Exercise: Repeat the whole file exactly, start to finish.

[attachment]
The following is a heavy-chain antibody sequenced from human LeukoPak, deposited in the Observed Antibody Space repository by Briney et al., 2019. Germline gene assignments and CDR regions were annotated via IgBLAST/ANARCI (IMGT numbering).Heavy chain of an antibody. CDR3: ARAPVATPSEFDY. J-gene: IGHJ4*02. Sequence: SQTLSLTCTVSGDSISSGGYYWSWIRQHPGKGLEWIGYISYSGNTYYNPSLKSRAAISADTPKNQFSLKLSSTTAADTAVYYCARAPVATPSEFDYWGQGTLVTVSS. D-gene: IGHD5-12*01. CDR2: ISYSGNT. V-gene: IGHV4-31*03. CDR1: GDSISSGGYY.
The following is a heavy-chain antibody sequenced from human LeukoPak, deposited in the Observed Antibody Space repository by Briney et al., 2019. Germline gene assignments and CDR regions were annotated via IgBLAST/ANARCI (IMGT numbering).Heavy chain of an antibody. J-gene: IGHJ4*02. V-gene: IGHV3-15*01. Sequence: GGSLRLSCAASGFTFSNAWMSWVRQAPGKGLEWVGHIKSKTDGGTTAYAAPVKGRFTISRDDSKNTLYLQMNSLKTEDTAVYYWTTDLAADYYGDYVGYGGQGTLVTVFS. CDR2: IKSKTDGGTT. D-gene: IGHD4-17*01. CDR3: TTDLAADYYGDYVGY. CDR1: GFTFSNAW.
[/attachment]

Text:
The following is a heavy-chain antibody sequenced from human LeukoPak, deposited in the Observed Antibody Space repository by Briney et al., 2019. Germline gene assignments and CDR regions were annotated via IgBLAST/ANARCI (IMGT numbering).Heavy chain of an antibody. CDR3: ARAPVATPSEFDY. J-gene: IGHJ4*02. Sequence: SQTLSLTCTVSGDSISSGGYYWSWIRQHPGKGLEWIGYISYSGNTYYNPSLKSRAAISADTPKNQFSLKLSSTTAADTAVYYCARAPVATPSEFDYWGQGTLVTVSS. D-gene: IGHD5-12*01. CDR2: ISYSGNT. V-gene: IGHV4-31*03. CDR1: GDSISSGGYY.
The following is a heavy-chain antibody sequenced from human LeukoPak, deposited in the Observed Antibody Space repository by Briney et al., 2019. Germline gene assignments and CDR regions were annotated via IgBLAST/ANARCI (IMGT numbering).Heavy chain of an antibody. J-gene: IGHJ4*02. V-gene: IGHV3-15*01. Sequence: GGSLRLSCAASGFTFSNAWMSWVRQAPGKGLEWVGHIKSKTDGGTTAYAAPVKGRFTISRDDSKNTLYLQMNSLKTEDTAVYYWTTDLAADYYGDYVGYGGQGTLVTVFS. CDR2: IKSKTDGGTT. D-gene: IGHD4-17*01. CDR3: TTDLAADYYGDYVGY. CDR1: GFTFSNAW.